Thiruvananthapuram: As a high voltage campaign is on in Kerala for the April 6 Assembly polls, the fight of three women candidates is drawing attention for reasons beyond politics in the state.
Their campaigns may not be as loud and vocal as others but their candidature itself is sparking debate and discussion among the public.
Three women-former Congress leader and Mahila Congress chief Lathika Subhash, mother of Walayar sisters and K K Rema, the widow of slain RMP leader T P Chandrasekharan- are contesting in the election symbolising three causes.
More than winning elections, their priority seems to be projecting their cause- male dominance in political parties, murderous politics and speedy justice for abused daughters.
If Lathika, who recently shocked everyone by tonsuring her head protesting against being denied assembly ticket, has plunged into poll fray to protest the male dominance and unfair treatment towards women in her party, K K Rema, through her candidature, wants to keep live her fight against the alleged murderous politics by the ruling CPI(M).
Rema, who is now a leader of Revolutionary Marxist Party (RMP) after Chandrasekharan's death, believes that some of the leaders and workers of the Marxist party were behind the murder of her husband who had suffered 51 hack injuries on his body.
While Lathika is seeking her electoral luck in Ettumanur, her hometown in Kottayam district as an independent candidate, Rema is contesting from the Vadakara constituency in Kozhikode with the support of Congress-led UDF.
The mother of the Walayar girls wants justice for her daughters, who were found hanging in their hut in Palakkad district under suspicious circumstances in 2017.
Her repeated requests to take action against police personnel, who had allegedly committed lapses in the probe into their death, had prompted the woman, an ordinary homemaker so far, to contest elections.
Her decision to take on Chief Minister Pinarayi Vijayan in Dharmadam constituency has brought back to the public consciousness the horrendous memories of the pain and sufferings underwent by the little Dalit siblings.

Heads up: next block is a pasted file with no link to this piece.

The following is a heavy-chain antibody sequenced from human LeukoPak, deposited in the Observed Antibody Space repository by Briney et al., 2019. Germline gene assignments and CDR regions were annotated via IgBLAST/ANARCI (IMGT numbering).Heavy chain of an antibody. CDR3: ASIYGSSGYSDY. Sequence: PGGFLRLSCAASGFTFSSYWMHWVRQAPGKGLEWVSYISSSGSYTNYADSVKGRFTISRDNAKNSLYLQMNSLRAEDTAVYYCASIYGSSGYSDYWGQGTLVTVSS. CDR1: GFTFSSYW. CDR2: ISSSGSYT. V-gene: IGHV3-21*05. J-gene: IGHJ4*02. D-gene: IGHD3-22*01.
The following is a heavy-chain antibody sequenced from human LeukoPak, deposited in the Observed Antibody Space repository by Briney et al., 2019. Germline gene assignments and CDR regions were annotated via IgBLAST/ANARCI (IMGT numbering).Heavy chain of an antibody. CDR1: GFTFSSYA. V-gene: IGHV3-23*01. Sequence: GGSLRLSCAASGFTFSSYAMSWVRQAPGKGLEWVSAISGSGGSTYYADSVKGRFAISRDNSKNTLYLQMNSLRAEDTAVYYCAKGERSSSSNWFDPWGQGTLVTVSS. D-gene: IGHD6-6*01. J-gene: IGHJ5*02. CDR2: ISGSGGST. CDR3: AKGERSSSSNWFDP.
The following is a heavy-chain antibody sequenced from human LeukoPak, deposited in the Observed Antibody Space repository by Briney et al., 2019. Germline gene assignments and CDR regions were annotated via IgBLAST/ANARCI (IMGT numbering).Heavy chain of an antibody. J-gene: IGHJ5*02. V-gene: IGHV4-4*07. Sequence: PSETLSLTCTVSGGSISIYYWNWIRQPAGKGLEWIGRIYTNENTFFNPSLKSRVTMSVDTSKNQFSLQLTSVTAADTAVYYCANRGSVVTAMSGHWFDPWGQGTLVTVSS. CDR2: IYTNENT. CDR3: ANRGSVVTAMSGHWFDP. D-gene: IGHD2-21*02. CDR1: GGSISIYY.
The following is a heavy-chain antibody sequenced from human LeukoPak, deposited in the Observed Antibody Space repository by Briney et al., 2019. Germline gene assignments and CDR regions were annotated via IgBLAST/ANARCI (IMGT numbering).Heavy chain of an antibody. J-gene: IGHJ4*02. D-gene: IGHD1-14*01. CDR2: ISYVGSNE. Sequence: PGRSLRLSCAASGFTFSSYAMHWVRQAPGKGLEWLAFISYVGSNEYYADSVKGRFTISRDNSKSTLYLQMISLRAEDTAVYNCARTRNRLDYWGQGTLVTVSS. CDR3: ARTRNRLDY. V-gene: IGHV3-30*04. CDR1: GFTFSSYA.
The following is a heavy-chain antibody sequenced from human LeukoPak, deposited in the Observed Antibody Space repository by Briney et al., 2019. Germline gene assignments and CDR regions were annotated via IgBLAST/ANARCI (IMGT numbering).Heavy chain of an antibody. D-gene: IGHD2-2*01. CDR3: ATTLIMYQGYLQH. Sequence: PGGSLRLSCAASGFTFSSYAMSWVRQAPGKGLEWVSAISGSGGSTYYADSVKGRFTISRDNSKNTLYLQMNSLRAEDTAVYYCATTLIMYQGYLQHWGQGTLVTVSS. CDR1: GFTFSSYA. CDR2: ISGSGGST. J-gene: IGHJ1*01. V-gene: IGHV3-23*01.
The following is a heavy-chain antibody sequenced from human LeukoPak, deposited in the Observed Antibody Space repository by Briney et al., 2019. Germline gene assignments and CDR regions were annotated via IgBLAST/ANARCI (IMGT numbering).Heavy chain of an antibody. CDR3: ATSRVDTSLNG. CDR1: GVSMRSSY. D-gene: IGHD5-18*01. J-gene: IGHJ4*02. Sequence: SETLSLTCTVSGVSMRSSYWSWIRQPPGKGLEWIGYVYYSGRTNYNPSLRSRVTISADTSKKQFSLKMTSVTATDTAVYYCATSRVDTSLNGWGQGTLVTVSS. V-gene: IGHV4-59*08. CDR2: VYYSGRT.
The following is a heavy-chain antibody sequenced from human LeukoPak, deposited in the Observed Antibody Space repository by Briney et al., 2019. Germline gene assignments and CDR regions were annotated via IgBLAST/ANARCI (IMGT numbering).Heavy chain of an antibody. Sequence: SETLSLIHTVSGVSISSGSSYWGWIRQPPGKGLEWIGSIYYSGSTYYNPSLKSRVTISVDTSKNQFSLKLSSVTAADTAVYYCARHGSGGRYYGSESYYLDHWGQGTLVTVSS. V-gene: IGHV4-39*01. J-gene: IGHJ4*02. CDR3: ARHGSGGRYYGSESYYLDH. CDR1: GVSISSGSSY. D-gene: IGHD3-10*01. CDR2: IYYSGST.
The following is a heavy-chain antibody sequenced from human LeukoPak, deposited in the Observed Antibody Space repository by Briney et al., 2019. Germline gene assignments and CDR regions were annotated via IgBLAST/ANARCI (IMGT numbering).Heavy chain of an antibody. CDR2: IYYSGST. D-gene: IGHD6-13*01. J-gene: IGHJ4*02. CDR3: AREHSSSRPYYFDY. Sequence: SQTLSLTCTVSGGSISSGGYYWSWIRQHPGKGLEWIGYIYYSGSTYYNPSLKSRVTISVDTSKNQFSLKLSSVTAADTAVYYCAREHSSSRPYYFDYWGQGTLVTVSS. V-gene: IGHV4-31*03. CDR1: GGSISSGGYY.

Lathitka, who is now busy campaigning in the constituency, said she is thoroughly confident about her victory.
"The voters in the constituency are considering me as one among them. The overall response is very positive," she said.
The 56-year old leader also felt that she had been denied a ticket as she was a woman.
If the students' union president and youth congress chief could get tickets, why the Mahila Congress head had been denied a seat, an emotional Lathika asked.
Besides Congress-UDF candidate Prince Luckose, CPI(M) nominee N Vasavan and NDA's N Sreenivasan were her main opponentsin Ettumanur.
Rema, who had unsuccessfully contested from Vadakara in the 2016 Assembly polls, was initially hesitant to contest this time.
But, she later changed her decision and entered the poll fray following the pressure from her own party and from the Congress-UDF who see her as a strong choice against the CPI(M) in the segment, a traditional Left bastion.
The UDF, which announced their support to her in the April 6 polls, also calculated that through her candidature, the brutal murder of T P Chandrasekharan, a CPI(M) dissident, can be brought back to the memory of voters again.
Once a strong follower and now an arch critic of the CPI(M) and Chief Minister Pinarayi Vijayan, Rema had shocked the Left camp by garnering over 20,000 votes during her maiden fight in 2016.
"My fight is against the brutal murders carried out in the name of politics," the 51 year-old woman said and expressed confidence about her victory.
LDF nominee Manayath Chandran and NDA's M Rajesh Kumar are her main opponents in the April 6 polls.
A CPI(M) rebel who created a parallel Left outfit called RMP in his home turf Onchiyam in north Kerala, Chandrasekharan was hacked to death in May 2012.
Several of the accused in the case were local CPI(M) workers, besides goons hired to execute the murder.
In 2014, a special court had sentenced 11 people, three of them local CPI(M) functionaries, to life imprisonment.
The mother of Walayar sisters, who has been on a warpath demanding action against police personnel, had recently tonsured her head as a mark of protest and carried out a state-wide rally seeking justice to her daughters.
She said her candidature against the Chief Minister was also a protest against the alleged denial of justice by the Left government.
"My priority is not success or failure in the elections. My daughters should get justice. All the accused should be punished. I hope the society will stand up with me in my fight," the mother of the girls added.